Even in 1940, an education was crucial.

FDR – At The University Of Pennsylvania 1940 – Past Daily Reference Room

Even in 1940, an education was crucial.

Even in 1940, an education was crucial.

Click on the link here for Audio Player – President Roosevelt- Address at University of Pennsylvania – Sept. 20, 1940 – Gordon Skene Sound collection

Celebrating the University’s Bicentennial, President Roosevelt addressed the students of the University of Pennsylvania, the first time a sitting President did so since 1909. To celebrate the occasion, FDR was presented with an honorary Doctor of Laws degree.

President Roosevelt: “I am very happy with the present University of Pennsylvania. I cannot say that I am wholly happy that the founders of the University chose the year 1740. They might have had that great attribute which I have so long sought of looking ahead and planning. They would have founded the University in 1739, lest the two hundredth anniversary should fall in an election year. Thereby, I, at least, would have been saved much embarrassment. But what I want to say to you today I might as readily and easily have related in the autumn of 1939.

Even then we were in the midst of a strange period of relapse in the history of the civilization of the world—for in some lands it has become the custom to burn the books of scholars and to fix by Government decree the national forms of religion, morality, culture and education. It is more than a mere formality, at a time like this, to join with you in celebrating the two hundredth anniversary of this free and independent institution of scholarship. Therefore, I am doubly honored in becoming an alumnus of the University of Pennsylvania.

The very foundation of this University was concerned with freedom of religious teaching, and with free learning for the many who could not pay for higher education. As I understand my history, this was originally proposed as a place where the good and Reverend Doctor George Whitefield who, incidentally, used to go to my little County of Dutchess on the Hudson River—might preach his religion without certain difficulties which the old conservatives of Philadelphia at that time threw in his path. Indeed, it was desired to make it unnecessary for the good gentleman to preach in the sun and the rain of the open fields, when the doors of the established churches were closed against him. And it was the dream of the founders to make it a ‘source of education to the children of the poor who otherwise might have gone untaught.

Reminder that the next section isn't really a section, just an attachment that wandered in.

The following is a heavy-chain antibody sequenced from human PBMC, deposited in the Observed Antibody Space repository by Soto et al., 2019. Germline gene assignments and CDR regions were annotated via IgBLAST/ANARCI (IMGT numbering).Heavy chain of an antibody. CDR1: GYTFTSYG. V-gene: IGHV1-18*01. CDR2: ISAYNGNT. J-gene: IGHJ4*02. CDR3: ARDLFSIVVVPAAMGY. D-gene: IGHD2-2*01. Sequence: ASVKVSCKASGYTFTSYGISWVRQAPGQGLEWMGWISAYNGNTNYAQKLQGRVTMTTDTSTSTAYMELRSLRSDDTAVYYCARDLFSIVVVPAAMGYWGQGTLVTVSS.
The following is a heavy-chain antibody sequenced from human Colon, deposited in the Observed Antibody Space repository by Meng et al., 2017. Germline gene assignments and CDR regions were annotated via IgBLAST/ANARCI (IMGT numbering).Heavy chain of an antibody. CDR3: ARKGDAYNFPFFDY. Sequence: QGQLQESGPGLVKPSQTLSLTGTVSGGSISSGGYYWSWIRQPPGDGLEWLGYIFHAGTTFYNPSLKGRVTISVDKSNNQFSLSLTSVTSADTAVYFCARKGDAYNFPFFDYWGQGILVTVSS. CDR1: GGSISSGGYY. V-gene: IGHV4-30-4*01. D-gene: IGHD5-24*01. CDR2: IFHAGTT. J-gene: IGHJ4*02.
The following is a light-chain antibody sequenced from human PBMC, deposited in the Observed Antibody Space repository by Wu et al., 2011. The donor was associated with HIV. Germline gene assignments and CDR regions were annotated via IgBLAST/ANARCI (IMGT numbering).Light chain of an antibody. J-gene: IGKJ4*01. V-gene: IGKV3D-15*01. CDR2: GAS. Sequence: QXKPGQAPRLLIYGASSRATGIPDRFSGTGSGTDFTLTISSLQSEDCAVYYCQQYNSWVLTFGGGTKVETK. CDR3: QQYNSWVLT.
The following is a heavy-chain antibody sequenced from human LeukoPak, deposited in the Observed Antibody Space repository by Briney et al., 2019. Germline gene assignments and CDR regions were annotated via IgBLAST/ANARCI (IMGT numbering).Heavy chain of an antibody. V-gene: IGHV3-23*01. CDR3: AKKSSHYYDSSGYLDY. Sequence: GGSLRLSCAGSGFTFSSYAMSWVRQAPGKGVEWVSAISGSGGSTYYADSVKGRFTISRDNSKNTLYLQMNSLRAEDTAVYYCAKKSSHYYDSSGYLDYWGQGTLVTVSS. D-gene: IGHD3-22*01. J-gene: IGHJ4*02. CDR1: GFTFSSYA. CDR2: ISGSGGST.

The survival and the growth of the University through these two centuries are particularly symbolic of the eternal strength that is inherent in the American concept of the freedom of human thought and action. Here is living proof of the validity and force of single-minded service to the cause of truth.

Events in this world of ours today are making the vast majority of our citizens think more and more clearly about the manner of the growth of their liberty and freedom, and how hard their people in the olden days fought and worked to win and to hold the privilege of free Government.”

 

Here is that complete address, as given on September 20, 1940.

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